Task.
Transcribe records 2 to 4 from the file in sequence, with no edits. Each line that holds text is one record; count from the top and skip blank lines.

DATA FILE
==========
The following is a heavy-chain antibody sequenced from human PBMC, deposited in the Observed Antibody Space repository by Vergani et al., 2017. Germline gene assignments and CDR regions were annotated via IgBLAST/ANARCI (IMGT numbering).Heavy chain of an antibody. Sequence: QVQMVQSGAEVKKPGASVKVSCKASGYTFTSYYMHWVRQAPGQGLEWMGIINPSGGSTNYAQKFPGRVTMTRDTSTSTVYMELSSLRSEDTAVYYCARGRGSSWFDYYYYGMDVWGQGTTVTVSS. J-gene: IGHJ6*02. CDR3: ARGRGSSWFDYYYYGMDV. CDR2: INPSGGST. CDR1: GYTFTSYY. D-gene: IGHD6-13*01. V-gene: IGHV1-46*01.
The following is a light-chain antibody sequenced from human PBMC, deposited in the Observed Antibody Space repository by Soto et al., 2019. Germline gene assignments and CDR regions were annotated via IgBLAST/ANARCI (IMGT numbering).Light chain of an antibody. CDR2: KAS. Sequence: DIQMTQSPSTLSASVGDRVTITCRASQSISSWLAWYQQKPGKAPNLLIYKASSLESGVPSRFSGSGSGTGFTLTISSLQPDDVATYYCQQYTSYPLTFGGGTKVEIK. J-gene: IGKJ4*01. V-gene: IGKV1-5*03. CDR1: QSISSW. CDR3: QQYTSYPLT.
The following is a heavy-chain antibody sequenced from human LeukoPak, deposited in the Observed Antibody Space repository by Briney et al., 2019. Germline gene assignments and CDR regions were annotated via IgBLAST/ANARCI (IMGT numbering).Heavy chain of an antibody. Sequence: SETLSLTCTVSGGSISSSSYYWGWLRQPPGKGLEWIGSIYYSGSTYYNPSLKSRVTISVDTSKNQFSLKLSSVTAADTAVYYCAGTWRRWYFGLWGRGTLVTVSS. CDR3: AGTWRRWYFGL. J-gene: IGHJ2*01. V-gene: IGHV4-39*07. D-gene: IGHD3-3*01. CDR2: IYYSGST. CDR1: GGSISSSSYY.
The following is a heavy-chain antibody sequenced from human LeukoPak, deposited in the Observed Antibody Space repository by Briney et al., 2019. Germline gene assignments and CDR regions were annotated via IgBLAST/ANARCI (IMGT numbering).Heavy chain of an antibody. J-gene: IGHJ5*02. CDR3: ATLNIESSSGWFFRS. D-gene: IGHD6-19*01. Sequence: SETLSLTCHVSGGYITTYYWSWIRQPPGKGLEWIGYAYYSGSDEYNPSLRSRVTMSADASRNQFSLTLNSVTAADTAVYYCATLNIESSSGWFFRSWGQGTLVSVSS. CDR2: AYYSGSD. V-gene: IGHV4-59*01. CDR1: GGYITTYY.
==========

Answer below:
The following is a light-chain antibody sequenced from human PBMC, deposited in the Observed Antibody Space repository by Soto et al., 2019. Germline gene assignments and CDR regions were annotated via IgBLAST/ANARCI (IMGT numbering).Light chain of an antibody. CDR2: KAS. Sequence: DIQMTQSPSTLSASVGDRVTITCRASQSISSWLAWYQQKPGKAPNLLIYKASSLESGVPSRFSGSGSGTGFTLTISSLQPDDVATYYCQQYTSYPLTFGGGTKVEIK. J-gene: IGKJ4*01. V-gene: IGKV1-5*03. CDR1: QSISSW. CDR3: QQYTSYPLT.
The following is a heavy-chain antibody sequenced from human LeukoPak, deposited in the Observed Antibody Space repository by Briney et al., 2019. Germline gene assignments and CDR regions were annotated via IgBLAST/ANARCI (IMGT numbering).Heavy chain of an antibody. Sequence: SETLSLTCTVSGGSISSSSYYWGWLRQPPGKGLEWIGSIYYSGSTYYNPSLKSRVTISVDTSKNQFSLKLSSVTAADTAVYYCAGTWRRWYFGLWGRGTLVTVSS. CDR3: AGTWRRWYFGL. J-gene: IGHJ2*01. V-gene: IGHV4-39*07. D-gene: IGHD3-3*01. CDR2: IYYSGST. CDR1: GGSISSSSYY.
The following is a heavy-chain antibody sequenced from human LeukoPak, deposited in the Observed Antibody Space repository by Briney et al., 2019. Germline gene assignments and CDR regions were annotated via IgBLAST/ANARCI (IMGT numbering).Heavy chain of an antibody. J-gene: IGHJ5*02. CDR3: ATLNIESSSGWFFRS. D-gene: IGHD6-19*01. Sequence: SETLSLTCHVSGGYITTYYWSWIRQPPGKGLEWIGYAYYSGSDEYNPSLRSRVTMSADASRNQFSLTLNSVTAADTAVYYCATLNIESSSGWFFRSWGQGTLVSVSS. CDR2: AYYSGSD. V-gene: IGHV4-59*01. CDR1: GGYITTYY.